Looking Back at Lane Kiffin’s Brief Tenure at Tennessee

Cory Sanning

He’s back in the SEC.

Lane Kiffin is quite infamous in Knoxville. If you ask four Tennessee fans how they feel about him, three of them would likely give you the same answer.

And for good reason.

It didn’t start off that way, though. In fact, when Kiffin arrived, there was nothing but sheer optimism surrounding the Vols. Not only did Kiffin bring a swagger and confidence with him, he brought a staff.

Soon after Kiffin was hired, he announced that his staff would include some familiar names: his father, Monte Kiffin, would serve as defensive coordinator. Longtime SEC mainstay Ed Orgeron would coach the defensive line and Jim Chaney would lead the offense.

There may not be a deeper coaching staff assembled in SEC football history, and heading into the 2009 season, it appeared that the Vols wouldn’t suffer too much of a drop-off following the end of the Phillip Fulmer era a year prior.

UT assembled the eighth-ranked recruiting class that offseason, a group that included two five-stars in running back Bryce Brown and defensive back Janzen Jackson.

The class also included eight four-star recruits, including running back/kick returner David Oku, who would become a familiar face for Vols fans over the next four years.

Right from the start, Kiffin made it clear that he would not sit back in Knoxville and remain quiet.

Everybody remembers his infamous dig at Nick Saban. Everybody remembers his boisterous comments prior to UT’s matchups against Alabama and South Carolina on Halloween. And of course, there were the black jerseys.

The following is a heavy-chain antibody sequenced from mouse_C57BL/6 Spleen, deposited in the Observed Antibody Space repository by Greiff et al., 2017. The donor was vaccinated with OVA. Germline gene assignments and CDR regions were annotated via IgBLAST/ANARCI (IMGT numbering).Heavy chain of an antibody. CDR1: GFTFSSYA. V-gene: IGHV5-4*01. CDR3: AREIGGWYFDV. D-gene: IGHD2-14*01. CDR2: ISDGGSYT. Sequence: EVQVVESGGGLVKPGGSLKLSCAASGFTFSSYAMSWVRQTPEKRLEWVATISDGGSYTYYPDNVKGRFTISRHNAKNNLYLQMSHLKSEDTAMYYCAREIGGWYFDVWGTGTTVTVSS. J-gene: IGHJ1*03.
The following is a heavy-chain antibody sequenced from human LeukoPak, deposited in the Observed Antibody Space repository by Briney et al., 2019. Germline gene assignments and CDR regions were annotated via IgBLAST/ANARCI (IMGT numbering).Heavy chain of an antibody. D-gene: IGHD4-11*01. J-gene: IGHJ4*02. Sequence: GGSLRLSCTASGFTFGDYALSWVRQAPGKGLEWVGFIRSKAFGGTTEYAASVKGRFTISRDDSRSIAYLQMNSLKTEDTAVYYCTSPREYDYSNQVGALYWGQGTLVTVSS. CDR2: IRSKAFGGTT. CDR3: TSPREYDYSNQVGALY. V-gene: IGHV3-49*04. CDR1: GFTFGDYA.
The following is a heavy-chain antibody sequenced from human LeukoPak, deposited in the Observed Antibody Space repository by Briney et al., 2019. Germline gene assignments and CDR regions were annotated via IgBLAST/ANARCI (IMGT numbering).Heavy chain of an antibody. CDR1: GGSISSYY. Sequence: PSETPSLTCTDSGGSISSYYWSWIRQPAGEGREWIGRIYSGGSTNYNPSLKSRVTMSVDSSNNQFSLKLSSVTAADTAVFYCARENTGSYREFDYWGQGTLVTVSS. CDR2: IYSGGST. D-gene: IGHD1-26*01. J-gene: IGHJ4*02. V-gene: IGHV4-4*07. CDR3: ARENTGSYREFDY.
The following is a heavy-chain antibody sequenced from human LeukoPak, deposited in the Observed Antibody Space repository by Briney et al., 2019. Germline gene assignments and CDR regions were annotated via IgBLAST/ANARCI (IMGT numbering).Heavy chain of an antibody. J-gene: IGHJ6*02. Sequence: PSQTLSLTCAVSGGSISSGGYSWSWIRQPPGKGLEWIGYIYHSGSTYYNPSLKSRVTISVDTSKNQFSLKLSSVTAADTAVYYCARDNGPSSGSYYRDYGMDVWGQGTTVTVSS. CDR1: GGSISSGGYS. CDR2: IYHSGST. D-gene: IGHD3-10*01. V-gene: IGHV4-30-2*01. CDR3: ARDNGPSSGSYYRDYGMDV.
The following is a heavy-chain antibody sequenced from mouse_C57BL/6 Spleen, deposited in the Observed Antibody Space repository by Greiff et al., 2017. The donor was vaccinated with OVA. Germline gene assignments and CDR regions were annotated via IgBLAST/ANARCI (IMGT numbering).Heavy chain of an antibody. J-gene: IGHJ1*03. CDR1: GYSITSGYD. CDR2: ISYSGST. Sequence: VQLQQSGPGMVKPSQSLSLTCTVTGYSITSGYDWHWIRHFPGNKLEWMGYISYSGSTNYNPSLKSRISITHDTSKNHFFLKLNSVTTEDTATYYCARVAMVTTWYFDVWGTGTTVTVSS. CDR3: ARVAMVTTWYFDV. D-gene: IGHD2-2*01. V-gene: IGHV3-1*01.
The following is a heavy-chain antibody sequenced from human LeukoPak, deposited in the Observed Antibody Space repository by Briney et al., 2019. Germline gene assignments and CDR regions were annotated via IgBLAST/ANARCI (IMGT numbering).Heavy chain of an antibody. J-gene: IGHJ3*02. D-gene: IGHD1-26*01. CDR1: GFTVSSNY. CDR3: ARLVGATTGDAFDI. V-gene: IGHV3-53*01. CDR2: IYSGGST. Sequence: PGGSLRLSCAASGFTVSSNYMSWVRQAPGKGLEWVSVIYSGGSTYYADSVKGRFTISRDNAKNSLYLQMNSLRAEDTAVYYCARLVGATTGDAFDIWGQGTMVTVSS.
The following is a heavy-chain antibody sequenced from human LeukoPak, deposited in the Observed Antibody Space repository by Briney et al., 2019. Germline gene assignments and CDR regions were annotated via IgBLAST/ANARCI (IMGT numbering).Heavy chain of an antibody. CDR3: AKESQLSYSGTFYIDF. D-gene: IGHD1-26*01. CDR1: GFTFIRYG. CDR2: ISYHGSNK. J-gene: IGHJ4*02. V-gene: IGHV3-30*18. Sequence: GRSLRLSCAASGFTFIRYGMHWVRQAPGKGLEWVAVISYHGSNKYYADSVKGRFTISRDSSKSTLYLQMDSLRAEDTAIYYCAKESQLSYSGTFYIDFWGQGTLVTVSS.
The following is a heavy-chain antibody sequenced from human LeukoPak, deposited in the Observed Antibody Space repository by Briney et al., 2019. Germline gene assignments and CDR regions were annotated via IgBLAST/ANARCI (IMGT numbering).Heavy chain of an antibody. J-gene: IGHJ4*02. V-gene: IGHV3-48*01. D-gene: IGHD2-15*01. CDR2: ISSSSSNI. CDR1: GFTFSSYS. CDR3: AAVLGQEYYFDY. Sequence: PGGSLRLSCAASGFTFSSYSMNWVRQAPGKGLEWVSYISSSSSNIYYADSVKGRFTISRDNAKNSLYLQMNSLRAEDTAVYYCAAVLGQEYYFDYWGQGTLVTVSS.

“I've already called back to the University of Tennessee and told them that we're going to stay an extra night after we beat Alabama tomorrow, and we're going to go eat some of those Dreamland ribs and hang out at their bars,'" Kiffin said to the players at a team meeting.

The Vols would lose three of their opening five games, but were able to rally to finish the season with a 7-5 record, earning them a date with 12th-ranked Virginia Tech in the Chick-fil-A Bowl.

While that game would go on to be a 37-14 blowout in favor of the Hokies, Tennessee showed promise in year one under Kiffin, which had many fans holding plenty of optimism heading into the offseason.

Once January came around, that optimism quickly turned into surprise, anger and uncertainty.

Kiffin, who’s dream job opened up after Pete Carroll left USC for the Seattle Seahawks job, couldn’t turn down the Trojans’ offer. During an SEC head coaches meeting in Orlando, he was formally offered the job and quickly accepted.

The Vols would find out like any other sports fan when the news broke on ESPN.

When Kiffin returned to Knoxville, the campus at UT was a madhouse. Students and fans burned mattresses outside of the Anderson Training Center and shouted obscenities. He would practically barricade himself in his office following his concluding press conference for the Tennessee media.

Kiffin eventually snuck out of the facility at 4 a.m. with the help of a police escort. Just like that, his career in Knoxville was over seemingly as fast as it had started.

His USC career would not play out as he had planned, with the Trojans logging a 28-15 record during his tenure. Kiffin would eventually be fired on Sept. 28, 2013, just hours following a 62-41 loss to Arizona State.

He would be informed of that decision minutes after landing at the airport later that night.

While he would not change anything about his decision to leave, Kiffin is thankful for the lessons and experiences in his lone season in Knoxville.

"A lot of the stories don't work out well because you get too much too fast. I know that happened to me because you start listening to everybody telling you how great you are and that you're the youngest this or that, especially when you get to a place as special as Tennessee,” Kiffin said to ESPN. "But I'm a lot better -- and not just as a football coach -- for everything that I experienced there."